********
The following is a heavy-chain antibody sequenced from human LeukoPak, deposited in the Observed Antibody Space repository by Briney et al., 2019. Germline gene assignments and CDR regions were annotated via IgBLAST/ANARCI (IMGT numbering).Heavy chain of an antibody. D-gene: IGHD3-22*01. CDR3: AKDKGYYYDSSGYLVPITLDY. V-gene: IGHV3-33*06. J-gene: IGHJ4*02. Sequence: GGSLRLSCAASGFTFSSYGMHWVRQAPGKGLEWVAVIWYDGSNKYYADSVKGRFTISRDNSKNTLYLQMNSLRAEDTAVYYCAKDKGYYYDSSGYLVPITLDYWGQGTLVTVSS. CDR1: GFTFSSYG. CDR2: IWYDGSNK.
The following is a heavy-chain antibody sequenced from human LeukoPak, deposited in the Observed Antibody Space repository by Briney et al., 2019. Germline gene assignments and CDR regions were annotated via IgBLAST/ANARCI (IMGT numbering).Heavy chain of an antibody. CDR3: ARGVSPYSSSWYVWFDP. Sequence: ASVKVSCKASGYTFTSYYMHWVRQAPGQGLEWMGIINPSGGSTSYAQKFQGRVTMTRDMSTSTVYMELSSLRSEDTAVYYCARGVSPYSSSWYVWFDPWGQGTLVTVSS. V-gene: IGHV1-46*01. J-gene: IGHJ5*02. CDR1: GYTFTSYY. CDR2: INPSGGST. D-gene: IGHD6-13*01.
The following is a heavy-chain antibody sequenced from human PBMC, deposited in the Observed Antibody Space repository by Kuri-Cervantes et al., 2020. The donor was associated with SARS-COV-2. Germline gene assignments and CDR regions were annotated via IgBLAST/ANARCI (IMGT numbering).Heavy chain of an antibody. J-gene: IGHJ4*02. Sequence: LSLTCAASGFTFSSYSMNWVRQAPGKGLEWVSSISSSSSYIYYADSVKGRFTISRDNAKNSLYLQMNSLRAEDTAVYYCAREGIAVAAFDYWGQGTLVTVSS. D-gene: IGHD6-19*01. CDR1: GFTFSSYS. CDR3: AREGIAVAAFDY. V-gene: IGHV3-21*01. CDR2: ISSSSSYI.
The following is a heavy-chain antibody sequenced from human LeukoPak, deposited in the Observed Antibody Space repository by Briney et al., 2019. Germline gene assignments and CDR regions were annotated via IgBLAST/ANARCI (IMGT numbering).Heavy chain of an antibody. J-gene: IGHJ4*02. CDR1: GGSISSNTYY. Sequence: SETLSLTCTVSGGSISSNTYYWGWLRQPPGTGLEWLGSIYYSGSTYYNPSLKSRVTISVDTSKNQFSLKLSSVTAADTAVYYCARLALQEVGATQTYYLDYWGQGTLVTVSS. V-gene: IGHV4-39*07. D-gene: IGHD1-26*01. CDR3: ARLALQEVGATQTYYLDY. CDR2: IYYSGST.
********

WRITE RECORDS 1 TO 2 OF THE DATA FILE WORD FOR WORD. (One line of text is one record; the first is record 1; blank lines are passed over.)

The following is a heavy-chain antibody sequenced from human LeukoPak, deposited in the Observed Antibody Space repository by Briney et al., 2019. Germline gene assignments and CDR regions were annotated via IgBLAST/ANARCI (IMGT numbering).Heavy chain of an antibody. D-gene: IGHD3-22*01. CDR3: AKDKGYYYDSSGYLVPITLDY. V-gene: IGHV3-33*06. J-gene: IGHJ4*02. Sequence: GGSLRLSCAASGFTFSSYGMHWVRQAPGKGLEWVAVIWYDGSNKYYADSVKGRFTISRDNSKNTLYLQMNSLRAEDTAVYYCAKDKGYYYDSSGYLVPITLDYWGQGTLVTVSS. CDR1: GFTFSSYG. CDR2: IWYDGSNK.
The following is a heavy-chain antibody sequenced from human LeukoPak, deposited in the Observed Antibody Space repository by Briney et al., 2019. Germline gene assignments and CDR regions were annotated via IgBLAST/ANARCI (IMGT numbering).Heavy chain of an antibody. CDR3: ARGVSPYSSSWYVWFDP. Sequence: ASVKVSCKASGYTFTSYYMHWVRQAPGQGLEWMGIINPSGGSTSYAQKFQGRVTMTRDMSTSTVYMELSSLRSEDTAVYYCARGVSPYSSSWYVWFDPWGQGTLVTVSS. V-gene: IGHV1-46*01. J-gene: IGHJ5*02. CDR1: GYTFTSYY. CDR2: INPSGGST. D-gene: IGHD6-13*01.